Both the forced, manic tone and the broad acting of Belgium’s Waiting For Dublin recall a Disney live-action movie from the late ’60s or early ’70s: The Apple Dumpling Gang, maybe, or The Computer Wore Tennis Shoes. Which makes the storyline all the more bizarre. Half of it centers on a smug, charisma-free American pilot (Andrew Keegan) trying to scam his way into ace credentials during World War II; the other half focuses on his efforts to get into the skirt of a marriage-minded Irish girl (Jade Yourell). The story is too off-color for kids, too outright stupid for remotely discerning adults. It’s one of those romantic comedies that’s neither romantic nor comedic.
The action begins at New Year’s Eve, as Keegan drunkenly bets Al Capone’s nephew $10,000 that Keegan will come home as a decorated flying ace. But as the war nears its end, Keegan and his British wingman make an emergency landing in a rural Ireland town full of wacky, good-hearted stereotypes; since Ireland is a neutral nation, their commanders order them to stay put until a Dublin cop can take them into custody for the duration of the war. Fortunately, the cop is also a bumbling stereotype, whose drunken, easygoing sloth gives Keegan several days to talk downed German pilot Jenne Decleir into taking his plane back up and letting Keegan shoot it down, as his fifth “kill.” Meanwhile, Keegan presses Yourell for sex with clunky, irritating lines like “Maggie my love, life is short. It’s high time that we get it on.” She, however, demands a wedding before the bedding.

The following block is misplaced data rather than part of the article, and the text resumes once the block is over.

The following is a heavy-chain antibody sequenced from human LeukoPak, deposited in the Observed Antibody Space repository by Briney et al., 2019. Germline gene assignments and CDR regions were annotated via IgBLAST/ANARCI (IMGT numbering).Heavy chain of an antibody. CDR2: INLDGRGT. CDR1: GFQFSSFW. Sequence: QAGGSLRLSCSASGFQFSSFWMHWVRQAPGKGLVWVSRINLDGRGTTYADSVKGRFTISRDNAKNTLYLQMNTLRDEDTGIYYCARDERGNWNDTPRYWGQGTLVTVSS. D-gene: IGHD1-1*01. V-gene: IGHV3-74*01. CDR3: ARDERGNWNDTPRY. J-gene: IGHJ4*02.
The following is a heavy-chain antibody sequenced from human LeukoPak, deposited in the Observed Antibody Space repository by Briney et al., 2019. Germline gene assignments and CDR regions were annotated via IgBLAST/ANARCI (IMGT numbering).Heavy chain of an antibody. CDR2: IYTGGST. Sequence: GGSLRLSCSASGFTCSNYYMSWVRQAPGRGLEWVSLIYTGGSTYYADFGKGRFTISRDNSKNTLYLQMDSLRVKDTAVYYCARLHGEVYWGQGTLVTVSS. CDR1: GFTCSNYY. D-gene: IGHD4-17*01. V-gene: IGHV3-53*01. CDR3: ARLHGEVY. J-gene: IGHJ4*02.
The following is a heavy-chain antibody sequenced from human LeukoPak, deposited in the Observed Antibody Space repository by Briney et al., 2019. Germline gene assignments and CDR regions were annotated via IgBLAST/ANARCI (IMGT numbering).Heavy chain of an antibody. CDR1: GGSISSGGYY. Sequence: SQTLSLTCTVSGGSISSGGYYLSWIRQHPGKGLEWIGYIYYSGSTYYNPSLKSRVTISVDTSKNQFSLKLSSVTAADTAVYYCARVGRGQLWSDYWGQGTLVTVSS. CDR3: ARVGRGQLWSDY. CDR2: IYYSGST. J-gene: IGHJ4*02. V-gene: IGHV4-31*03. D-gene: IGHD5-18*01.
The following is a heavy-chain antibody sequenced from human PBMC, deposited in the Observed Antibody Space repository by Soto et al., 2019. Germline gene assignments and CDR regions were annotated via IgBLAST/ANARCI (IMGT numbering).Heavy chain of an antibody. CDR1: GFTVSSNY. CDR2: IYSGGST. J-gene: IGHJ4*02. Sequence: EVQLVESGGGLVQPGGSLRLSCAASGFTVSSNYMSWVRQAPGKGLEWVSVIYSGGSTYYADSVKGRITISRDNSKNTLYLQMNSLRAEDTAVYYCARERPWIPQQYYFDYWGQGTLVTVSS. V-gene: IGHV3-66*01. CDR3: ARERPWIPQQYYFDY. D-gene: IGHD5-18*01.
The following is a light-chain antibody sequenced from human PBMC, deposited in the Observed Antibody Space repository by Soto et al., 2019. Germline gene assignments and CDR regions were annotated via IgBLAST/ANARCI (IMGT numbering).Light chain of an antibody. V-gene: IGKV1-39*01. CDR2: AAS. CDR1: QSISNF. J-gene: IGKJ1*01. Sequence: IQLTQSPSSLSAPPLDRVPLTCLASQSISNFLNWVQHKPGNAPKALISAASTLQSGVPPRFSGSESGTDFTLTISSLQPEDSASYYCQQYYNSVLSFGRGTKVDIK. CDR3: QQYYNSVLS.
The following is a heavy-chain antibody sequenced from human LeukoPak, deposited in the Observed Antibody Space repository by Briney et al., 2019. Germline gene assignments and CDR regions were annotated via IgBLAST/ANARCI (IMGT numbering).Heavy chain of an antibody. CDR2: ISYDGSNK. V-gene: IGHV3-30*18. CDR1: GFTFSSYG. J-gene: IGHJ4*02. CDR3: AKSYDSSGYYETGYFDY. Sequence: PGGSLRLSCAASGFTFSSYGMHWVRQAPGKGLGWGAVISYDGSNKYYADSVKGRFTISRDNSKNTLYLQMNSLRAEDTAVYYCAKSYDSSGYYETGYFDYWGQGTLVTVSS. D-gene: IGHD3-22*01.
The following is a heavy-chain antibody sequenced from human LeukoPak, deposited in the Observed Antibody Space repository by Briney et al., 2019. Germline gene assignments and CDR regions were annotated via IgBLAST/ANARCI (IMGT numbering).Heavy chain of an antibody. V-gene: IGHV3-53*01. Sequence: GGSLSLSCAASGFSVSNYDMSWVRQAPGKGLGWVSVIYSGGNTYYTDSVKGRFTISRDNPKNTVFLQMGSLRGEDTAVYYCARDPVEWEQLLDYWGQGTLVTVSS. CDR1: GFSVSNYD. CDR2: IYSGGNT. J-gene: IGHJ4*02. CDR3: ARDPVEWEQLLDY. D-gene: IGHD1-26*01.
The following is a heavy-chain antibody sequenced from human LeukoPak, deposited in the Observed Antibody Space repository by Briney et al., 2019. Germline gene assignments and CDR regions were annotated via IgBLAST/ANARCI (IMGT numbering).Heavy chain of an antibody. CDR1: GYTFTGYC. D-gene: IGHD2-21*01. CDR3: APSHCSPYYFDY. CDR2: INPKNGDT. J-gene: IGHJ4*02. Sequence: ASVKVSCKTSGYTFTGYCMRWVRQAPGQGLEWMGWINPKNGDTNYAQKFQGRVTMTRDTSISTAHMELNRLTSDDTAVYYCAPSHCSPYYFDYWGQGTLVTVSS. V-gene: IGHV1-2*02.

One of Waiting For Dublin’s many grating problems is that viewers have no stake in either of these contests: Keegan’s would-be ace is a cocky, self-absorbed ass, and Yourell is a mercenary scamp focused only on the American citizenship that would come with a wedding ring. And since their one-note characters are so clumsily portrayed, there’s no reason to care about them as people. Waiting For Dublin seems to be aiming at the homey charms of Waking Ned Devine or The Englishman Who Went Up A Hill But Came Down A Mountain, but its shrill amateurishness makes it feel homemade in all the wrong ways.